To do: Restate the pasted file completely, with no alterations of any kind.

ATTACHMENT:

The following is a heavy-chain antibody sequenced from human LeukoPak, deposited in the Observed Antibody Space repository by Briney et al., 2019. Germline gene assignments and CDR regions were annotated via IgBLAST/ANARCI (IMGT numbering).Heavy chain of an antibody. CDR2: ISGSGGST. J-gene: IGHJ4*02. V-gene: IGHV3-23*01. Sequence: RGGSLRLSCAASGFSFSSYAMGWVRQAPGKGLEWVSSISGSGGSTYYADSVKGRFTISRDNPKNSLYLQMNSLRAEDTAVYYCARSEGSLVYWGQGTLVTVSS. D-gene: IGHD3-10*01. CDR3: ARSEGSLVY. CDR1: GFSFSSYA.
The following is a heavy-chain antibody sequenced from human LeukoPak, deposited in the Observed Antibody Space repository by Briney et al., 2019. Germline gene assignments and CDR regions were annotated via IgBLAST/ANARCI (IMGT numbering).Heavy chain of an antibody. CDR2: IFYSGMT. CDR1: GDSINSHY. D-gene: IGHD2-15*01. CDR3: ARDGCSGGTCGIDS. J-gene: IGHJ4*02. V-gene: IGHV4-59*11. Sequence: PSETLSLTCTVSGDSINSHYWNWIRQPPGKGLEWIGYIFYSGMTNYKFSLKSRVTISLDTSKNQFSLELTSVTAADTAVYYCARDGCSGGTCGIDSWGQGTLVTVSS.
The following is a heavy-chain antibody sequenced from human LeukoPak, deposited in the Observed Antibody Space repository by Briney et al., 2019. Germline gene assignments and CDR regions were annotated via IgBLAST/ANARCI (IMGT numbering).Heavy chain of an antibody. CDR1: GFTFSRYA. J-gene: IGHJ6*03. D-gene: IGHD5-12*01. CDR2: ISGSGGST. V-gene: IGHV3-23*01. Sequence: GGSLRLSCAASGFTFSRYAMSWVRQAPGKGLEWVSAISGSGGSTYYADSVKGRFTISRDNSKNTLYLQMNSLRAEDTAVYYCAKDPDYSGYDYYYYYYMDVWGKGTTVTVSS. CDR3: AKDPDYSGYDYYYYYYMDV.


The following is a heavy-chain antibody sequenced from human LeukoPak, deposited in the Observed Antibody Space repository by Briney et al., 2019. Germline gene assignments and CDR regions were annotated via IgBLAST/ANARCI (IMGT numbering).Heavy chain of an antibody. CDR2: ISGSGGST. J-gene: IGHJ4*02. V-gene: IGHV3-23*01. Sequence: RGGSLRLSCAASGFSFSSYAMGWVRQAPGKGLEWVSSISGSGGSTYYADSVKGRFTISRDNPKNSLYLQMNSLRAEDTAVYYCARSEGSLVYWGQGTLVTVSS. D-gene: IGHD3-10*01. CDR3: ARSEGSLVY. CDR1: GFSFSSYA.
The following is a heavy-chain antibody sequenced from human LeukoPak, deposited in the Observed Antibody Space repository by Briney et al., 2019. Germline gene assignments and CDR regions were annotated via IgBLAST/ANARCI (IMGT numbering).Heavy chain of an antibody. CDR2: IFYSGMT. CDR1: GDSINSHY. D-gene: IGHD2-15*01. CDR3: ARDGCSGGTCGIDS. J-gene: IGHJ4*02. V-gene: IGHV4-59*11. Sequence: PSETLSLTCTVSGDSINSHYWNWIRQPPGKGLEWIGYIFYSGMTNYKFSLKSRVTISLDTSKNQFSLELTSVTAADTAVYYCARDGCSGGTCGIDSWGQGTLVTVSS.
The following is a heavy-chain antibody sequenced from human LeukoPak, deposited in the Observed Antibody Space repository by Briney et al., 2019. Germline gene assignments and CDR regions were annotated via IgBLAST/ANARCI (IMGT numbering).Heavy chain of an antibody. CDR1: GFTFSRYA. J-gene: IGHJ6*03. D-gene: IGHD5-12*01. CDR2: ISGSGGST. V-gene: IGHV3-23*01. Sequence: GGSLRLSCAASGFTFSRYAMSWVRQAPGKGLEWVSAISGSGGSTYYADSVKGRFTISRDNSKNTLYLQMNSLRAEDTAVYYCAKDPDYSGYDYYYYYYMDVWGKGTTVTVSS. CDR3: AKDPDYSGYDYYYYYYMDV.